open import 1Lab.Prelude

open import Algebra.Group.Homotopy.BAut

open import Data.Fin.Properties
open import Data.Fin.Closure
open import Data.Fin.Base
open import Data.Nat
open import Data.Sum

open import Meta.Bind

module Data.Fin.Finite where

Finite typesπŸ”—

This module pieces together a couple of pre-existing constructions: In terms of the standard finite sets (which are defined for natural numbers nn) and deloopings of automorphism groups, we construct the type of finite types. By univalence, the space of finite types classifies maps with finite fibres.

But what does it mean for a type to be finite? A naΓ―ve first approach is to define β€œXX is finite” to mean β€œXX is equipped with n:Nn : {\mathbb{N}} and f:[n]≃Xf : [n] \simeq X” but this turns out to be too strong: This doesn’t just equip the type XX with a cardinality, but also with a choice of total order. Additionally, defined like this, the type of finite types is a set!

naΓ―ve-fin-is-set : is-set (Ξ£[ X ∈ Type ] Ξ£[ n ∈ Nat ] Fin n ≃ X)
naΓ―ve-fin-is-set = is-hlevel≃ 2 Ξ£-swapβ‚‚ $
  Σ-is-hlevel 2 (hlevel 2) λ x → is-prop→is-hlevel-suc {n = 1} $
    is-contr→is-prop $ Equiv-is-contr (Fin x)

That’s because, as the proof above shows, it’s equivalent to the type of natural numbers: The type βˆ‘X:Typeβˆ‘n:NΒ [n]≃X \sum_{X : {{\mathrm{Type}}}} \sum_{n : {\mathbb{N}}}\ [n] \simeq X is equivalent to the type βˆ‘n:Nβˆ‘X:Type[n]≃X, \sum_{n : {\mathbb{N}}} \sum_{X : {{\mathrm{Type}}}} [n] \simeq X\text{,} and univalence says (rather directly) that the sum of [n]≃X[n] \simeq X as XX ranges over a universe is contractible, so we’re left with the type of natural numbers.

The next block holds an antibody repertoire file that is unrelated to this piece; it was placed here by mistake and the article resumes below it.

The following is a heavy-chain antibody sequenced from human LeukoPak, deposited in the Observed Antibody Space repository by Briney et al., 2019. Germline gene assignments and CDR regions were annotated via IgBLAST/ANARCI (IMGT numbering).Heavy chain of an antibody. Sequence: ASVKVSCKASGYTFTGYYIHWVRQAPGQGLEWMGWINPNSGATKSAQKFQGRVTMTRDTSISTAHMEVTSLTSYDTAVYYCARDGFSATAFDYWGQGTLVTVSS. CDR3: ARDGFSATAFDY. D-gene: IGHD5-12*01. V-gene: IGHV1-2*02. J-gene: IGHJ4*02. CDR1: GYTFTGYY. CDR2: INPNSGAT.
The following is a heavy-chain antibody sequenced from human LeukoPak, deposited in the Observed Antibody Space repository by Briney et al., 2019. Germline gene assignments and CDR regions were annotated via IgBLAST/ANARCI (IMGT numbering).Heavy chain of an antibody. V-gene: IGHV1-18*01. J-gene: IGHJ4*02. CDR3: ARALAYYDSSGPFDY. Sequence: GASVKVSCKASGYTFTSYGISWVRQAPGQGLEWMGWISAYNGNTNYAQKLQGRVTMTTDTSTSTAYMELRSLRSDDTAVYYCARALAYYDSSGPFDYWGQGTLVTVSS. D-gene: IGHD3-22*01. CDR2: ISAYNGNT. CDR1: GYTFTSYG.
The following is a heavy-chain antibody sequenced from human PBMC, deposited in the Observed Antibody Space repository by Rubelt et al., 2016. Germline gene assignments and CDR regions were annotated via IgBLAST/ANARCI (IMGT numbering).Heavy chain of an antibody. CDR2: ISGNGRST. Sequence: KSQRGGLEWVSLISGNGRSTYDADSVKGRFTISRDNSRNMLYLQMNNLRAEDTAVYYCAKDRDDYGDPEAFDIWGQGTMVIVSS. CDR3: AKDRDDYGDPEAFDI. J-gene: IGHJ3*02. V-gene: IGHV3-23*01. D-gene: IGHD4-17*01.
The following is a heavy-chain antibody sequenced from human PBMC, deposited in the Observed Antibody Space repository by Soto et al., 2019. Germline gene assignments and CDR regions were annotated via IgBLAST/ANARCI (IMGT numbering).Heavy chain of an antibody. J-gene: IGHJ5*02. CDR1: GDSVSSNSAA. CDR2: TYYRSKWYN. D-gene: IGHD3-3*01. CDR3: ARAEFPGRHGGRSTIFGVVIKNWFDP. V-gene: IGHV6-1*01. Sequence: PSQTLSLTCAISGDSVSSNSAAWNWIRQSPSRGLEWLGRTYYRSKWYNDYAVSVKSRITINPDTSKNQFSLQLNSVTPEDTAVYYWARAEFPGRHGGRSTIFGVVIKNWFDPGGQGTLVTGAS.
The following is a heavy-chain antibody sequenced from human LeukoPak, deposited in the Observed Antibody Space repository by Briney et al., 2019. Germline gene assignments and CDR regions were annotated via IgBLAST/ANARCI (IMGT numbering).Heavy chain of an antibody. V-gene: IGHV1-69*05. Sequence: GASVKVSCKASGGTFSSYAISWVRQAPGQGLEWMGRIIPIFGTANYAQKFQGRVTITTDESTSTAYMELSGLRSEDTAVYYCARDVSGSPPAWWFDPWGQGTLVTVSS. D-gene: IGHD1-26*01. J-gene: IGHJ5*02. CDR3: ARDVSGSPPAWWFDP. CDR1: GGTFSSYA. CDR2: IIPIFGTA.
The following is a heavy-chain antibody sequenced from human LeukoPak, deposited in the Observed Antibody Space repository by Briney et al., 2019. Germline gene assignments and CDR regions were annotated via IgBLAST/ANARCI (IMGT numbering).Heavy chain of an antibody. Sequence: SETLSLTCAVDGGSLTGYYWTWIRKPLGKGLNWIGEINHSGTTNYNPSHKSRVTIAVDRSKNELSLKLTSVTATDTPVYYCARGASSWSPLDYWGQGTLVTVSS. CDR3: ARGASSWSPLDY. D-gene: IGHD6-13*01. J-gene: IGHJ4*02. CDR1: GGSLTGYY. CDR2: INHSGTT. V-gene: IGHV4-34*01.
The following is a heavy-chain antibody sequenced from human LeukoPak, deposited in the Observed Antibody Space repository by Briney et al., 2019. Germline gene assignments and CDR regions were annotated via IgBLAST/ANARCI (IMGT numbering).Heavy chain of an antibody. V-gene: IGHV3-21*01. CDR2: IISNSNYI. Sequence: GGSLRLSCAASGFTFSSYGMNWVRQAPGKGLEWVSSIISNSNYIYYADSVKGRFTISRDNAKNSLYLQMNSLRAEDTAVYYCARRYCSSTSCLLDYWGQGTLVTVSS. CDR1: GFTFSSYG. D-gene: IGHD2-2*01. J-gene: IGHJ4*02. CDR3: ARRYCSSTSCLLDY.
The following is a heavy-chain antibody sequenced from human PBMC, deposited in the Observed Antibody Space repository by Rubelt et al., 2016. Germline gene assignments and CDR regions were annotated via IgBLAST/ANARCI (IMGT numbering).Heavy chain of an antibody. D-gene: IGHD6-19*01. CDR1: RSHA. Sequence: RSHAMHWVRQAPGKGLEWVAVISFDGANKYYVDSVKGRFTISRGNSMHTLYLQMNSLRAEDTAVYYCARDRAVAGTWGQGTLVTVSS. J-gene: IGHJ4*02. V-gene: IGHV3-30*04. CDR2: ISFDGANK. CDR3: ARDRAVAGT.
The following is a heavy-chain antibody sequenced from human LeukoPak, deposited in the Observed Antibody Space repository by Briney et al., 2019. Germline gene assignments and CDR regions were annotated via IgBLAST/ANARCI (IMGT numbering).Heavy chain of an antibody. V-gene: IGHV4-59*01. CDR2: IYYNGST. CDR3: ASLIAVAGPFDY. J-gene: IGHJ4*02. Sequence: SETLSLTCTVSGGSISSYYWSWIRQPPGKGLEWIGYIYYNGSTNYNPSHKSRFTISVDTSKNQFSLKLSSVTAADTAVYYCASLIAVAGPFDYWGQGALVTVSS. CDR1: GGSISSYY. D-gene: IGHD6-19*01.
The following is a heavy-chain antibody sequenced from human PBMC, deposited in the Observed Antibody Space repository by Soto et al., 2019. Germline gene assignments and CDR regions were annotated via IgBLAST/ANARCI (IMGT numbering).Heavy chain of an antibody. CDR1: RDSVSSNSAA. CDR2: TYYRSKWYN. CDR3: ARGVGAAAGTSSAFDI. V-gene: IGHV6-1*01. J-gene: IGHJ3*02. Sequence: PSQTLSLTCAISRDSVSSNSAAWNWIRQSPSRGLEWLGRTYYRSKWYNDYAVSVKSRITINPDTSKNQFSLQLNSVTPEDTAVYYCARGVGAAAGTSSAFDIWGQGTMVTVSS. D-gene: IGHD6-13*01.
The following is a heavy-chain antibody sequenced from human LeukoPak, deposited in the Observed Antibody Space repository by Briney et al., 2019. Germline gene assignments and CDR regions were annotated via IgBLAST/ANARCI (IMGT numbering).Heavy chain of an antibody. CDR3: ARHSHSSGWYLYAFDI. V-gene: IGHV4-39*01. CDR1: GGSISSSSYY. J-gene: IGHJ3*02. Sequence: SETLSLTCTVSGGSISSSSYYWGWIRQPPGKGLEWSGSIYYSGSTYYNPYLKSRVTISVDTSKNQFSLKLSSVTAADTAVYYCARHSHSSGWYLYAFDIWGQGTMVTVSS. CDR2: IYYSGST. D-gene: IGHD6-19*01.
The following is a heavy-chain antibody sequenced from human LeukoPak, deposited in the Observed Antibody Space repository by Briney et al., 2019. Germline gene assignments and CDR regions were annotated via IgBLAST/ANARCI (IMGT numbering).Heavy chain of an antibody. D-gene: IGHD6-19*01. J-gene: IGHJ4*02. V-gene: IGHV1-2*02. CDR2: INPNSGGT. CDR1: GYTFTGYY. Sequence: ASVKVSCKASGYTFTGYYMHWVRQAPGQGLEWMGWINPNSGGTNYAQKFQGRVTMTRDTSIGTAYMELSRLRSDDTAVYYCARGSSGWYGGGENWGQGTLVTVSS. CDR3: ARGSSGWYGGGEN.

This simply won’t do: we want the type of finite sets to be equivalent to the (core of the) category of finite sets, where the automorphism group of nn has n!n! elements, not exactly one element. What we do is appeal to a basic intuition: A groupoid is the sum over its connected components, and we have representatives for every connected component (given by the standard finite sets):

Fin-type : Type (lsuc lzero)
Fin-type = Σ[ n ∈ Nat ] BAut (Fin n)

Fin-type-is-groupoid : is-hlevel Fin-type 3
Fin-type-is-groupoid = Ξ£-is-hlevel 3 (hlevel 3) Ξ» _ β†’
  BAut-is-hlevel (Fin _) 2 (hlevel 2)

Informed by this, we now express the correct definition of β€œbeing finite”, namely, being merely equivalent to some standard finite set. Rather than using Ξ£ types for this, we can set up typeclass machinery for automatically deriving boring instances of finiteness, i.e.Β those that follow directly from the closure properties.

record Finite {β„“} (T : Type β„“) : Type β„“ where
  constructor fin
  field
    {cardinality} : Nat
    enumeration   : βˆ₯ T ≃ Fin cardinality βˆ₯

open Finite ⦃ ... ⦄ public
instance
  Finite-Fin : βˆ€ {n} β†’ Finite (Fin n)
  Finite-Γ— : ⦃ Finite A ⦄ β†’ ⦃ Finite B ⦄ β†’ Finite (A Γ— B)
  Finite-⊎ : ⦃ Finite A ⦄ β†’ ⦃ Finite B ⦄ β†’ Finite (A ⊎ B)

  Finite-Ξ£
    : {P : A β†’ Type β„“} β†’ ⦃ Finite A ⦄ β†’ ⦃ βˆ€ x β†’ Finite (P x) ⦄ β†’ Finite (Ξ£ A P)
  Finite-Ξ 
    : {P : A β†’ Type β„“} β†’ ⦃ Finite A ⦄ β†’ ⦃ βˆ€ x β†’ Finite (P x) ⦄ β†’ Finite (βˆ€ x β†’ P x)